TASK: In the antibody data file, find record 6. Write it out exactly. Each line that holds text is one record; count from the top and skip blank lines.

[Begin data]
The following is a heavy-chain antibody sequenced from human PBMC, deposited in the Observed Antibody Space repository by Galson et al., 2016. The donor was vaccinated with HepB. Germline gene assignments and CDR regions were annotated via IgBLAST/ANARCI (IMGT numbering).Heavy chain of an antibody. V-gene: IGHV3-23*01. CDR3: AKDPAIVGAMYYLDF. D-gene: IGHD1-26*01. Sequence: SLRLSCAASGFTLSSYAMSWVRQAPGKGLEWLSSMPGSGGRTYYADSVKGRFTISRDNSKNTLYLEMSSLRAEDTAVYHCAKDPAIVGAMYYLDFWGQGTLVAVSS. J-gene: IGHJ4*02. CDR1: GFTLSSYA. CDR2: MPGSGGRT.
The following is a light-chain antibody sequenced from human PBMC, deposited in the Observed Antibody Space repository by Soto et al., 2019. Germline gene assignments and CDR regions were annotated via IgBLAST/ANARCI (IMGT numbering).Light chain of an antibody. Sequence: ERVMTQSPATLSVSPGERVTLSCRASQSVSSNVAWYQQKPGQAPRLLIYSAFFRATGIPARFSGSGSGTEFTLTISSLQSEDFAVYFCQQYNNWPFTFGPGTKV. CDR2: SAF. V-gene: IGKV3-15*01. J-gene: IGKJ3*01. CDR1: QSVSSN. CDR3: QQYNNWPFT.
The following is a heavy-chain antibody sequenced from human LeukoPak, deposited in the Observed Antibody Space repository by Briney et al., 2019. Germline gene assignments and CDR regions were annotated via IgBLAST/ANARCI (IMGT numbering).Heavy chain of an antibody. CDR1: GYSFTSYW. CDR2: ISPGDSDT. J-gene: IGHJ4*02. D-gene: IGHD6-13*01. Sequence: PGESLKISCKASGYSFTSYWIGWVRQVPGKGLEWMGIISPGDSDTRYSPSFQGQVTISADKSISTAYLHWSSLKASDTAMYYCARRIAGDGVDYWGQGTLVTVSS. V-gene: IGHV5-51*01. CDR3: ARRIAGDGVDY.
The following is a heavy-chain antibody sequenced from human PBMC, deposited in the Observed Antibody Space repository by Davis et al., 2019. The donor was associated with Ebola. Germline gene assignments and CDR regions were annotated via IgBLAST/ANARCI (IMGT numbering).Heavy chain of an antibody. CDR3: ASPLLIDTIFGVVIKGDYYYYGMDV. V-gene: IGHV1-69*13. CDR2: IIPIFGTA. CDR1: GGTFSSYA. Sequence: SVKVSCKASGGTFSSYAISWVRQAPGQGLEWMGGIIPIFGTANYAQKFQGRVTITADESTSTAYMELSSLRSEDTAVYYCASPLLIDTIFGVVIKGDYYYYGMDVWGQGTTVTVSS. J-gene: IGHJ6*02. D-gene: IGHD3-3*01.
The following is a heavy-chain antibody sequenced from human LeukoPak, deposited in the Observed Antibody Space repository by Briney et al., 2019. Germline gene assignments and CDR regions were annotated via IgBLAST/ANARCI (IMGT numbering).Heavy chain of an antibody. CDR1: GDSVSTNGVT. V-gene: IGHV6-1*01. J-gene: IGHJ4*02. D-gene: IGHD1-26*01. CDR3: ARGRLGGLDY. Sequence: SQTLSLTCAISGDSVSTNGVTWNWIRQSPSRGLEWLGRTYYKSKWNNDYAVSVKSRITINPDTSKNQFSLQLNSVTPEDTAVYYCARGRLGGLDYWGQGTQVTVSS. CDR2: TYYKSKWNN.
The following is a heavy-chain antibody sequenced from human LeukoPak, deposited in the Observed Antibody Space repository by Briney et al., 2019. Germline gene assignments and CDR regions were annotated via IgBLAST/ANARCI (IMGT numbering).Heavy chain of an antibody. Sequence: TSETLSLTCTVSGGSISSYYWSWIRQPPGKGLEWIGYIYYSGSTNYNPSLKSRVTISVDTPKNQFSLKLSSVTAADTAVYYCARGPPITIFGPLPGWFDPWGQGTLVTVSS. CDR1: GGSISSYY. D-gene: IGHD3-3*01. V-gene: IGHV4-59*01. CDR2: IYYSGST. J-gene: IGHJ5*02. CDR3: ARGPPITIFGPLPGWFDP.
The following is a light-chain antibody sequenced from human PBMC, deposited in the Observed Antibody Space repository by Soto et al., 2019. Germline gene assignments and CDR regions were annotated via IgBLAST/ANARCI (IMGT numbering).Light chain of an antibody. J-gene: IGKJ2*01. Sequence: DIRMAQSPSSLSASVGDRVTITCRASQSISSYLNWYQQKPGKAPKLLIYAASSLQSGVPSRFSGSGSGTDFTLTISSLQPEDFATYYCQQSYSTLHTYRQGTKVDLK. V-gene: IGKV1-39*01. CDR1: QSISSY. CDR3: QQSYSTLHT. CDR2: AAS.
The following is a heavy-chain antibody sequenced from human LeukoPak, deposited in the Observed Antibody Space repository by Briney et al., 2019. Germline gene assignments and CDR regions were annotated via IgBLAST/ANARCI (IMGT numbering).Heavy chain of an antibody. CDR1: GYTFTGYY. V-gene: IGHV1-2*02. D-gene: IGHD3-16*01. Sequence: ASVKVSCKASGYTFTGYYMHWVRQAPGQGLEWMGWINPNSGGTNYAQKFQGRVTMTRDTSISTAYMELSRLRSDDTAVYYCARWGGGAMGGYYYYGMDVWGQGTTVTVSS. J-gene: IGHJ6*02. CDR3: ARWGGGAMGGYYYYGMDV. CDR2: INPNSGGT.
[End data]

The following is a heavy-chain antibody sequenced from human LeukoPak, deposited in the Observed Antibody Space repository by Briney et al., 2019. Germline gene assignments and CDR regions were annotated via IgBLAST/ANARCI (IMGT numbering).Heavy chain of an antibody. Sequence: TSETLSLTCTVSGGSISSYYWSWIRQPPGKGLEWIGYIYYSGSTNYNPSLKSRVTISVDTPKNQFSLKLSSVTAADTAVYYCARGPPITIFGPLPGWFDPWGQGTLVTVSS. CDR1: GGSISSYY. D-gene: IGHD3-3*01. V-gene: IGHV4-59*01. CDR2: IYYSGST. J-gene: IGHJ5*02. CDR3: ARGPPITIFGPLPGWFDP.